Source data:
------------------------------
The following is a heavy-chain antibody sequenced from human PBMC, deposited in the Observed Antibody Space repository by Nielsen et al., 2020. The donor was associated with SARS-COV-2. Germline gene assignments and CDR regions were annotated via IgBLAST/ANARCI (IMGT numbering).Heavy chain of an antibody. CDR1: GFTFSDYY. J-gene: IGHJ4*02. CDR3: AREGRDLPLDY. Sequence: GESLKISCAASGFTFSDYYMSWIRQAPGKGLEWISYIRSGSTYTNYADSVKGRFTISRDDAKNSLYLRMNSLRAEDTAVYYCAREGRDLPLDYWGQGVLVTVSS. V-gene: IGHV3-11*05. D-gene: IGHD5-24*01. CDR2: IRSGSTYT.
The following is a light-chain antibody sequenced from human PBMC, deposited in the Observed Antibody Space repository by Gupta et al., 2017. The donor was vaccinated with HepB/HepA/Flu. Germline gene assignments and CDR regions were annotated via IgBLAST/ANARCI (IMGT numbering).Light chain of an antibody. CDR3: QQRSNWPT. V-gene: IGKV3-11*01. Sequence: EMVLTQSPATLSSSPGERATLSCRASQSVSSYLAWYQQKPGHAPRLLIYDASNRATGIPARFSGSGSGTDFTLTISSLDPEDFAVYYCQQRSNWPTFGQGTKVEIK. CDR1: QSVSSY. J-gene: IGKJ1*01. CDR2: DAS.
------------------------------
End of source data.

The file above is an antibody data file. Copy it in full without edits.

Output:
The following is a heavy-chain antibody sequenced from human PBMC, deposited in the Observed Antibody Space repository by Nielsen et al., 2020. The donor was associated with SARS-COV-2. Germline gene assignments and CDR regions were annotated via IgBLAST/ANARCI (IMGT numbering).Heavy chain of an antibody. CDR1: GFTFSDYY. J-gene: IGHJ4*02. CDR3: AREGRDLPLDY. Sequence: GESLKISCAASGFTFSDYYMSWIRQAPGKGLEWISYIRSGSTYTNYADSVKGRFTISRDDAKNSLYLRMNSLRAEDTAVYYCAREGRDLPLDYWGQGVLVTVSS. V-gene: IGHV3-11*05. D-gene: IGHD5-24*01. CDR2: IRSGSTYT.
The following is a light-chain antibody sequenced from human PBMC, deposited in the Observed Antibody Space repository by Gupta et al., 2017. The donor was vaccinated with HepB/HepA/Flu. Germline gene assignments and CDR regions were annotated via IgBLAST/ANARCI (IMGT numbering).Light chain of an antibody. CDR3: QQRSNWPT. V-gene: IGKV3-11*01. Sequence: EMVLTQSPATLSSSPGERATLSCRASQSVSSYLAWYQQKPGHAPRLLIYDASNRATGIPARFSGSGSGTDFTLTISSLDPEDFAVYYCQQRSNWPTFGQGTKVEIK. CDR1: QSVSSY. J-gene: IGKJ1*01. CDR2: DAS.